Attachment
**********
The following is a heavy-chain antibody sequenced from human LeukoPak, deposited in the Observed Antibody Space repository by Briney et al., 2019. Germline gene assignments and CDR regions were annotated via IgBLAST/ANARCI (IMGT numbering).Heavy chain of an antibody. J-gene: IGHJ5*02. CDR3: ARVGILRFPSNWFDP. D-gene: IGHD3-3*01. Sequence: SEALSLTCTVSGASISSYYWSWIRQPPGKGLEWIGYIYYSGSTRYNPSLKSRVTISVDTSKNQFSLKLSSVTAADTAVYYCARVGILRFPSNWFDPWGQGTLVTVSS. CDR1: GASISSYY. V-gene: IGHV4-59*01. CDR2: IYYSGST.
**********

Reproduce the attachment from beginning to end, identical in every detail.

The following is a heavy-chain antibody sequenced from human LeukoPak, deposited in the Observed Antibody Space repository by Briney et al., 2019. Germline gene assignments and CDR regions were annotated via IgBLAST/ANARCI (IMGT numbering).Heavy chain of an antibody. J-gene: IGHJ5*02. CDR3: ARVGILRFPSNWFDP. D-gene: IGHD3-3*01. Sequence: SEALSLTCTVSGASISSYYWSWIRQPPGKGLEWIGYIYYSGSTRYNPSLKSRVTISVDTSKNQFSLKLSSVTAADTAVYYCARVGILRFPSNWFDPWGQGTLVTVSS. CDR1: GASISSYY. V-gene: IGHV4-59*01. CDR2: IYYSGST.